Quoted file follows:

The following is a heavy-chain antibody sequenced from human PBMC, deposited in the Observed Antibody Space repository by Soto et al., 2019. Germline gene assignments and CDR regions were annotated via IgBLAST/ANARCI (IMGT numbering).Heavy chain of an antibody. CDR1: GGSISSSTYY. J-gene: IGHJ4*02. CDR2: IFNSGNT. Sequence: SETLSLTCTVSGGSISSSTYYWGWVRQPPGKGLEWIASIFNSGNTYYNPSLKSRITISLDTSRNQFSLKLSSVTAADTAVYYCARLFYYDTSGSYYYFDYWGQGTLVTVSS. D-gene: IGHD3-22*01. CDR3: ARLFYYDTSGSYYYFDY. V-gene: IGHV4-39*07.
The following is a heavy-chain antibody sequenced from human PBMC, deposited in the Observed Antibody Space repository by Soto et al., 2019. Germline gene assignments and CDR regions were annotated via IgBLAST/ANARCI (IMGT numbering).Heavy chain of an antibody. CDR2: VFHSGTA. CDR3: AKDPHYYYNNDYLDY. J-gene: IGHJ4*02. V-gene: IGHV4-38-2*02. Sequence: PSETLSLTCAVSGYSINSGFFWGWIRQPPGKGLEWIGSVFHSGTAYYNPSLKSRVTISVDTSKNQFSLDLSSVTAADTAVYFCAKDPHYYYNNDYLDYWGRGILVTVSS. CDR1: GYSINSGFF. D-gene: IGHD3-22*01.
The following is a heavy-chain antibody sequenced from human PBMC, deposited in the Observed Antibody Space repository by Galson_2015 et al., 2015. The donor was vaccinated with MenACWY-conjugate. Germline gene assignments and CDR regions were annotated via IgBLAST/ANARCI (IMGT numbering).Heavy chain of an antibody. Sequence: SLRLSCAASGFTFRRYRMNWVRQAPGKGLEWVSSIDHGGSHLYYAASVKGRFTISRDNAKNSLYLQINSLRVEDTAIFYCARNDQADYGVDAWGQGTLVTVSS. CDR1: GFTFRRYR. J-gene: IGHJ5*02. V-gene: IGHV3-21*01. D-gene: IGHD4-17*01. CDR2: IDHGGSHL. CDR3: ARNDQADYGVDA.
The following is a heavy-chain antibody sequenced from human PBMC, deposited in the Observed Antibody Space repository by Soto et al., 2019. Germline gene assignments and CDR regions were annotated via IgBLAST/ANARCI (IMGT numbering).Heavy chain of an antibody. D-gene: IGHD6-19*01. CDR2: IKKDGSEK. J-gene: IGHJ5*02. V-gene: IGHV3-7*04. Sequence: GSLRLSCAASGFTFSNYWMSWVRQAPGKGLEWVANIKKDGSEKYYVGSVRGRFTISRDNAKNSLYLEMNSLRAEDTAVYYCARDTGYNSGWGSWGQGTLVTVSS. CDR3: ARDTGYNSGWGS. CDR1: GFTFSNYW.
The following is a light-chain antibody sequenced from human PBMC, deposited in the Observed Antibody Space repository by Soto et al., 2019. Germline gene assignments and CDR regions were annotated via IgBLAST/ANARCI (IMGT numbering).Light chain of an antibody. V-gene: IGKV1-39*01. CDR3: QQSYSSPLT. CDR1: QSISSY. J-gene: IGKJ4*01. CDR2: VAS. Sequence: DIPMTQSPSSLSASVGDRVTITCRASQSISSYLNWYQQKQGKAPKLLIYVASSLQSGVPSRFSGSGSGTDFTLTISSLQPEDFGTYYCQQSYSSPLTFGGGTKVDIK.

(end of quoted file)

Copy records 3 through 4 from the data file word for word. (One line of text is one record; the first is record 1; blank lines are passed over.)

The following is a heavy-chain antibody sequenced from human PBMC, deposited in the Observed Antibody Space repository by Galson_2015 et al., 2015. The donor was vaccinated with MenACWY-conjugate. Germline gene assignments and CDR regions were annotated via IgBLAST/ANARCI (IMGT numbering).Heavy chain of an antibody. Sequence: SLRLSCAASGFTFRRYRMNWVRQAPGKGLEWVSSIDHGGSHLYYAASVKGRFTISRDNAKNSLYLQINSLRVEDTAIFYCARNDQADYGVDAWGQGTLVTVSS. CDR1: GFTFRRYR. J-gene: IGHJ5*02. V-gene: IGHV3-21*01. D-gene: IGHD4-17*01. CDR2: IDHGGSHL. CDR3: ARNDQADYGVDA.
The following is a heavy-chain antibody sequenced from human PBMC, deposited in the Observed Antibody Space repository by Soto et al., 2019. Germline gene assignments and CDR regions were annotated via IgBLAST/ANARCI (IMGT numbering).Heavy chain of an antibody. D-gene: IGHD6-19*01. CDR2: IKKDGSEK. J-gene: IGHJ5*02. V-gene: IGHV3-7*04. Sequence: GSLRLSCAASGFTFSNYWMSWVRQAPGKGLEWVANIKKDGSEKYYVGSVRGRFTISRDNAKNSLYLEMNSLRAEDTAVYYCARDTGYNSGWGSWGQGTLVTVSS. CDR3: ARDTGYNSGWGS. CDR1: GFTFSNYW.